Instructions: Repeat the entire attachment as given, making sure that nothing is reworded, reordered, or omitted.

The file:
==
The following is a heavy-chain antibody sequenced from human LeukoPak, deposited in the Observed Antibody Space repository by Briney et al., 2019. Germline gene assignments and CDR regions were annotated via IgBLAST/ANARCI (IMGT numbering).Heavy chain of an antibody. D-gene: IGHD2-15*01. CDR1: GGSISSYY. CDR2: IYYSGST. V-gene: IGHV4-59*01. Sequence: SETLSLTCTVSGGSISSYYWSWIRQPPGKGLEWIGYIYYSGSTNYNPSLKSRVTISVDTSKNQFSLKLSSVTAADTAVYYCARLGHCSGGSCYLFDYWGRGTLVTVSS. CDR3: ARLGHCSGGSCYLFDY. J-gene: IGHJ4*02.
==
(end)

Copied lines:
The following is a heavy-chain antibody sequenced from human LeukoPak, deposited in the Observed Antibody Space repository by Briney et al., 2019. Germline gene assignments and CDR regions were annotated via IgBLAST/ANARCI (IMGT numbering).Heavy chain of an antibody. D-gene: IGHD2-15*01. CDR1: GGSISSYY. CDR2: IYYSGST. V-gene: IGHV4-59*01. Sequence: SETLSLTCTVSGGSISSYYWSWIRQPPGKGLEWIGYIYYSGSTNYNPSLKSRVTISVDTSKNQFSLKLSSVTAADTAVYYCARLGHCSGGSCYLFDYWGRGTLVTVSS. CDR3: ARLGHCSGGSCYLFDY. J-gene: IGHJ4*02.